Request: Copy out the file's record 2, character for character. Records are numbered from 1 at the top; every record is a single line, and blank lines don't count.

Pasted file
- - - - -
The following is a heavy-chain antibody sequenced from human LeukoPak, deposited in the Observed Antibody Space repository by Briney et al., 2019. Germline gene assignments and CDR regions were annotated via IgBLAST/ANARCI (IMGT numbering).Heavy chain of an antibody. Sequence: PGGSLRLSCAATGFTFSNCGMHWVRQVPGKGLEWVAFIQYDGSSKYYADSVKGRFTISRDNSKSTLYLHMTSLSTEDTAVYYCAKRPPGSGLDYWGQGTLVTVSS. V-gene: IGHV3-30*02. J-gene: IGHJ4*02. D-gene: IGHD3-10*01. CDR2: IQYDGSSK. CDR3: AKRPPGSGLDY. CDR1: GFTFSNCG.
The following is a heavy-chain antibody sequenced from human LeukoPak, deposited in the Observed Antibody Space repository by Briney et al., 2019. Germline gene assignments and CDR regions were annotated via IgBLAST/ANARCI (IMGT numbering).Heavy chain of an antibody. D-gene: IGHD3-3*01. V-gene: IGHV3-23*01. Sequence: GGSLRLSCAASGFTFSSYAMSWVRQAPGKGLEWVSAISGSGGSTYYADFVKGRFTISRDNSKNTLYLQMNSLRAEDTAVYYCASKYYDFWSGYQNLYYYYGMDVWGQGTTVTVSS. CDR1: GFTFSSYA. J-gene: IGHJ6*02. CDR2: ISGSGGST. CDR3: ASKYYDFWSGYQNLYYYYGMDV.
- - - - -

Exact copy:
The following is a heavy-chain antibody sequenced from human LeukoPak, deposited in the Observed Antibody Space repository by Briney et al., 2019. Germline gene assignments and CDR regions were annotated via IgBLAST/ANARCI (IMGT numbering).Heavy chain of an antibody. D-gene: IGHD3-3*01. V-gene: IGHV3-23*01. Sequence: GGSLRLSCAASGFTFSSYAMSWVRQAPGKGLEWVSAISGSGGSTYYADFVKGRFTISRDNSKNTLYLQMNSLRAEDTAVYYCASKYYDFWSGYQNLYYYYGMDVWGQGTTVTVSS. CDR1: GFTFSSYA. J-gene: IGHJ6*02. CDR2: ISGSGGST. CDR3: ASKYYDFWSGYQNLYYYYGMDV.